Do you understand what the Electoral College is? Or how it works? Or why America uses it to elect its presidents instead of just using a straight popular vote? Author, lawyer and Electoral College expert Tara Ross does, and she explains that to understand the Electoral College is to understand American democracy.
- James Madison (fourth President, co-author of the Federalist Papers and the “father” of the Constitution) – “Democracies have ever been spectacles of turbulence and contention; have ever been found incompatible with personal security, or the rights of property; and have, in general; been as short in their lives as they have been violent in their deaths.”
- John Adams (American political philosopher, first vice President and second President) – “Remember, democracy never lasts long. It soon wastes, exhausts, and murders itself. There never was a democracy yet that did not commit suicide.”
- Benjamin Rush (signer of the Declaration) – “A simple democracy… is one of the greatest of evils.”
- Fisher Ames (American political thinker and leader of the federalists [he entered Harvard at twelve and graduated by sixteen], author of the House language for the First Amendment) – “A democracy is a volcano which conceals the fiery materials of its own destruction. These will provide an eruption and carry desolation in their way.´ / “The known propensity of a democracy is to licentiousness [excessive license] which the ambitious call, and the ignorant believe to be liberty.”
- Governor Morris (signer and penman of the Constitution) – “We have seen the tumult of democracy terminate… as [it has] everywhere terminated, in despotism…. Democracy! Savage and wild. Thou who wouldst bring down the virtous and wise to thy level of folly and guilt.”
- John Quincy Adams (sixth President, son of John Adams [see above]) – “The experience of all former ages had shown that of all human governments, democracy was the most unstable, fluctuating and short-lived.”
- Noah Webster (American educator and journalist as well as publishing the first dictionary) – “In democracy… there are commonly tumults and disorders….. therefore a pure democracy is generally a very bad government. It is often the most tyrannical government on earth.”
- John Witherspoon (signer of the Declaration of Independence) – “Pure democracy cannot subsist long nor be carried far into the departments of state – it is very subject to caprice and the madness of popular rage.”
- Zephaniah Swift (author of America’s first legal text) – “It may generally be remarked that the more a government [or state] resembles a pure democracy the more they abound with disorder and confusion.”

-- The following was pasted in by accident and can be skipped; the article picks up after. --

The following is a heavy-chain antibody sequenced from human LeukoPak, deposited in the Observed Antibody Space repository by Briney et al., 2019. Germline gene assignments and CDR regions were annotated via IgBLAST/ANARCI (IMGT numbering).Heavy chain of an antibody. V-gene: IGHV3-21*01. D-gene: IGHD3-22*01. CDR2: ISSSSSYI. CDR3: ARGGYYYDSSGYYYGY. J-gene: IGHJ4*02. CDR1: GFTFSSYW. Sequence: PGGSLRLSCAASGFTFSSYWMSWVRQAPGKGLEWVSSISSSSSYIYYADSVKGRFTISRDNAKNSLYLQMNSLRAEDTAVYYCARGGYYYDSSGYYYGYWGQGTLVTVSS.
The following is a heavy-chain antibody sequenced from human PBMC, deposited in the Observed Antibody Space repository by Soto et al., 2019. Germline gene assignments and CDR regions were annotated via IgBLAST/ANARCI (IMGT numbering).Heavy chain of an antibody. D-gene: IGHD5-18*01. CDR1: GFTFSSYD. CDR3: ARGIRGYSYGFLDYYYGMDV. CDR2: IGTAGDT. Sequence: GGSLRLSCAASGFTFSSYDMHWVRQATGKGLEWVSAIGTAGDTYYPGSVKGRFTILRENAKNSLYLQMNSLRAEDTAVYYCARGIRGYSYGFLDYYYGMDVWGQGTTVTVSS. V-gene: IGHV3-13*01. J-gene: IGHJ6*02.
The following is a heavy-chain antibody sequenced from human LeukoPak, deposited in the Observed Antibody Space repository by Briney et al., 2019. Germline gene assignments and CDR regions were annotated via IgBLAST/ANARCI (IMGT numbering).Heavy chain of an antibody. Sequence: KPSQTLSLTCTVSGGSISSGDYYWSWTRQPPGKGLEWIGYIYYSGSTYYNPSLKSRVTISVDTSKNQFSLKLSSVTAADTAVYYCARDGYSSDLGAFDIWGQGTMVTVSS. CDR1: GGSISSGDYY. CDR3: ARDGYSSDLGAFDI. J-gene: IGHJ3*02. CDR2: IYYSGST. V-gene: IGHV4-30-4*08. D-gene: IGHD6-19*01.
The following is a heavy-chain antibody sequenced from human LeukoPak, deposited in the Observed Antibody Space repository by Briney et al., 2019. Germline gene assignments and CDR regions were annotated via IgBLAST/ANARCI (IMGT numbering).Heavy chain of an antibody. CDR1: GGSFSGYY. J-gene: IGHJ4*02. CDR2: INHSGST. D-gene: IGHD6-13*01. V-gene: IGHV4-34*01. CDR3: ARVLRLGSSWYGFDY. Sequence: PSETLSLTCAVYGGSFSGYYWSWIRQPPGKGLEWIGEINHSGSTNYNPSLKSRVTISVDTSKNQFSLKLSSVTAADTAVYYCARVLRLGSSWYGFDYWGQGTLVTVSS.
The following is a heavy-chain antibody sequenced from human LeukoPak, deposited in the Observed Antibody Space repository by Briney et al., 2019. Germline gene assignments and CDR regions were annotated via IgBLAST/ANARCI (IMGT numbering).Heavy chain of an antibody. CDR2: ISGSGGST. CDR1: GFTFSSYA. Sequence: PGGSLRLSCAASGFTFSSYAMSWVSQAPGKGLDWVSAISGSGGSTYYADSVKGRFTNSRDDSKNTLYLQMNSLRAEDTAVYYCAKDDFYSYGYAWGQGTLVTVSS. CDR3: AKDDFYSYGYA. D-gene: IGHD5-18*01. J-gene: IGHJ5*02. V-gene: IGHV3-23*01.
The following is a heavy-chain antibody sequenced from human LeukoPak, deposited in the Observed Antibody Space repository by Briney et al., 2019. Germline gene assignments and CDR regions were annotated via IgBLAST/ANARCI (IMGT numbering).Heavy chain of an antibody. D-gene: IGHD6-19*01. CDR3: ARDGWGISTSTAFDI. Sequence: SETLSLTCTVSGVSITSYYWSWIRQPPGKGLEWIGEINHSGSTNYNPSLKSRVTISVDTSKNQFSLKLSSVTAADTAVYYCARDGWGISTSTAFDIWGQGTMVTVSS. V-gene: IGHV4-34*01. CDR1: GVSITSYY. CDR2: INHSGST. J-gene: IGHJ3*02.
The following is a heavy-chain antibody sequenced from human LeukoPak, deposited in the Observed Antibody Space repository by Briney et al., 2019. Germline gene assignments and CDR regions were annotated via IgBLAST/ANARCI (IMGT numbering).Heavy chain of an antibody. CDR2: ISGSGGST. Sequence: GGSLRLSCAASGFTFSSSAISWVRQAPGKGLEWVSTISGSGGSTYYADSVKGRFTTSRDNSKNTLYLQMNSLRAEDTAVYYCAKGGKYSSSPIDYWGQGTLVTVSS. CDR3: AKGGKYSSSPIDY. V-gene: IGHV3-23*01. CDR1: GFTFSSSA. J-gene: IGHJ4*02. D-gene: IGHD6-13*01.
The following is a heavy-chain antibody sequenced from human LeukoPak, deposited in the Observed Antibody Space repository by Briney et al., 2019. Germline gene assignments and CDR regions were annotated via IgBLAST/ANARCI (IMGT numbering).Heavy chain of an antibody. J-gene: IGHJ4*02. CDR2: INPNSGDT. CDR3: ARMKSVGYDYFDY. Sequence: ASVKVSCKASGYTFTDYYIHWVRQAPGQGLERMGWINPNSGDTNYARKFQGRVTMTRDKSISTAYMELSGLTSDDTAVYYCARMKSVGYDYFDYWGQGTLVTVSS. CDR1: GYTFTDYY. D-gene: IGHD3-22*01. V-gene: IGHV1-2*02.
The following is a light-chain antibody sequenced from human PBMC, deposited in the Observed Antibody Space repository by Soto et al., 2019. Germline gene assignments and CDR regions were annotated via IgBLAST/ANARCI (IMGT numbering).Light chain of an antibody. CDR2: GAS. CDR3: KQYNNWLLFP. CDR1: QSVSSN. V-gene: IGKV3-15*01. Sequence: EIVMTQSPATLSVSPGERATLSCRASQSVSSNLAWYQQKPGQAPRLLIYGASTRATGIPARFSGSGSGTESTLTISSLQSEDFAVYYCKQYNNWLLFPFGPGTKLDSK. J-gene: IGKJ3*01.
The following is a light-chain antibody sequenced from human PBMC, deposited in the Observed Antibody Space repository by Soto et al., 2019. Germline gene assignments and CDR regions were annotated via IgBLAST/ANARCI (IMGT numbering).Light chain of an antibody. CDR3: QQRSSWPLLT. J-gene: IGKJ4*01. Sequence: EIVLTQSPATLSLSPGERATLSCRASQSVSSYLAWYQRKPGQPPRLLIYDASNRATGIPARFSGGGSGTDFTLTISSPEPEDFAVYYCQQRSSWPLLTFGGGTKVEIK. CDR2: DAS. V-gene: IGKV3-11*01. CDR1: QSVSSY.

Take note that as well ArticleIV, Section4 of the Constitution reads:
“The United States shall guarantee to every state in this union a republican form of government…”
Right now, there’s a well-organized, below-the-radar effort to render the Electoral College effectively useless. It’s called the National Popular Vote, and it would turn our presidential elections into a majority-rule affair. Would this be good or bad? Author, lawyer, and Electoral College expert Tara Ross explains.
You vote, but then what? Discover how your individual vote contributes to the popular vote and your state’s electoral vote in different ways–and see how votes are counted on both state and national levels.
Critics have long derided the Electoral College as a fusty relic of a bygone era, an unnecessary institution that one day might undermine democracy by electing a minority president. That day has arrived, assuming Gov. Bush wins the Florida recount as seems likely.
The fact that Bush is poised to become president without a plurality of the vote contravenes neither the letter nor the spirit of the Constitution. The wording of our basic law is clear: The winner in the Electoral College takes office as president. But what of the spirit of our institutions? Are we not a democracy that honors the will of the people? The very question indicates a misunderstanding of our Constitution.
James Madison’s famous Federalist No. 10 makes clear that the Founders fashioned a republic, not a pure democracy. To be sure, they knew that the consent of the governed was the ultimate basis of government, but the Founders denied that such consent could be reduced to simple majority or plurality rule. In fact, nothing could be more alien to the spirit of American constitutionalism than equating democracy will the direct, unrefined will of the people.